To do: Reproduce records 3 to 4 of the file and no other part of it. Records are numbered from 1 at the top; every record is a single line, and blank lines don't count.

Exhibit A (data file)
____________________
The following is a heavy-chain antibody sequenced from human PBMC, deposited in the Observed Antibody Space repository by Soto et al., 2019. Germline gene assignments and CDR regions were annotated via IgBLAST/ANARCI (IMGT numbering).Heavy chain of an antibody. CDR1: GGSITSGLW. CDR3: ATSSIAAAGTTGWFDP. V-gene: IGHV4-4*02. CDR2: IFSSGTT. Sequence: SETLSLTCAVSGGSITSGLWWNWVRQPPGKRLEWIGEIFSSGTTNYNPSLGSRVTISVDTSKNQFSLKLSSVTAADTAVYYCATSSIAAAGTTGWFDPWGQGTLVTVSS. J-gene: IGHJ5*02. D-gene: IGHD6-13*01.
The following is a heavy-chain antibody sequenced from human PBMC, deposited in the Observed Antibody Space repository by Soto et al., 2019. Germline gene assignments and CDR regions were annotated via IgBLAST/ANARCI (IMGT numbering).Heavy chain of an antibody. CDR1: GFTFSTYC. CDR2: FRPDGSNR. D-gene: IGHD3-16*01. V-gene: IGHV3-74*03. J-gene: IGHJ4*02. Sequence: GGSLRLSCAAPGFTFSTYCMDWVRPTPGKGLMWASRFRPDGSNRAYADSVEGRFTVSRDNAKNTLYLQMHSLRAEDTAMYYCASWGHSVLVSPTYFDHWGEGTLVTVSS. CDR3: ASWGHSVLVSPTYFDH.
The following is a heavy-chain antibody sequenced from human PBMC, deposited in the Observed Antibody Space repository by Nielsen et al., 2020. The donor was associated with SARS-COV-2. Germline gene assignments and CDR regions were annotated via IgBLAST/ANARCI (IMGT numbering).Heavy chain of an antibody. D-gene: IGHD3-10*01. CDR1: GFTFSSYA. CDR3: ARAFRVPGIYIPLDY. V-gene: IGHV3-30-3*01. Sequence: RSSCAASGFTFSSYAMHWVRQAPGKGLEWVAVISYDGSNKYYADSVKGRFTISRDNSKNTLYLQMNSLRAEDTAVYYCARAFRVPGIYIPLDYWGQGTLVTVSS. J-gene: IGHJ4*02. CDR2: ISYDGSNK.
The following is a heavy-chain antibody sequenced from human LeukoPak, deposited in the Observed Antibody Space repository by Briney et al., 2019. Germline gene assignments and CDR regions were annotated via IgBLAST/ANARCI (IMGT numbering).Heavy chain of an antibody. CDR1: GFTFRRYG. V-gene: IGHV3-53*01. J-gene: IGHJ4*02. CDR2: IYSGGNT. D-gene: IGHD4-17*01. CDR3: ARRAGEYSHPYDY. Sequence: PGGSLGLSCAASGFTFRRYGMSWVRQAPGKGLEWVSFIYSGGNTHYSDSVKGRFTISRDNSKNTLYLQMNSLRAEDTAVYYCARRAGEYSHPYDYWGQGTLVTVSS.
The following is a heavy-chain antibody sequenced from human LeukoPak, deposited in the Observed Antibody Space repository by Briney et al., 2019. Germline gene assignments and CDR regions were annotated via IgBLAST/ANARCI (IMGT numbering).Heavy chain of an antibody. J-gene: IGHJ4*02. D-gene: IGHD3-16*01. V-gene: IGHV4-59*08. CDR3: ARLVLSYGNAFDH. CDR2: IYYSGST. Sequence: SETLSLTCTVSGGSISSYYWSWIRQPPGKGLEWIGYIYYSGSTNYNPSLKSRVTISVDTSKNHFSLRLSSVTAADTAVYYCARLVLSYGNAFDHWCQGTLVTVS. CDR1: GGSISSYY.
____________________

The following is a heavy-chain antibody sequenced from human PBMC, deposited in the Observed Antibody Space repository by Nielsen et al., 2020. The donor was associated with SARS-COV-2. Germline gene assignments and CDR regions were annotated via IgBLAST/ANARCI (IMGT numbering).Heavy chain of an antibody. D-gene: IGHD3-10*01. CDR1: GFTFSSYA. CDR3: ARAFRVPGIYIPLDY. V-gene: IGHV3-30-3*01. Sequence: RSSCAASGFTFSSYAMHWVRQAPGKGLEWVAVISYDGSNKYYADSVKGRFTISRDNSKNTLYLQMNSLRAEDTAVYYCARAFRVPGIYIPLDYWGQGTLVTVSS. J-gene: IGHJ4*02. CDR2: ISYDGSNK.
The following is a heavy-chain antibody sequenced from human LeukoPak, deposited in the Observed Antibody Space repository by Briney et al., 2019. Germline gene assignments and CDR regions were annotated via IgBLAST/ANARCI (IMGT numbering).Heavy chain of an antibody. CDR1: GFTFRRYG. V-gene: IGHV3-53*01. J-gene: IGHJ4*02. CDR2: IYSGGNT. D-gene: IGHD4-17*01. CDR3: ARRAGEYSHPYDY. Sequence: PGGSLGLSCAASGFTFRRYGMSWVRQAPGKGLEWVSFIYSGGNTHYSDSVKGRFTISRDNSKNTLYLQMNSLRAEDTAVYYCARRAGEYSHPYDYWGQGTLVTVSS.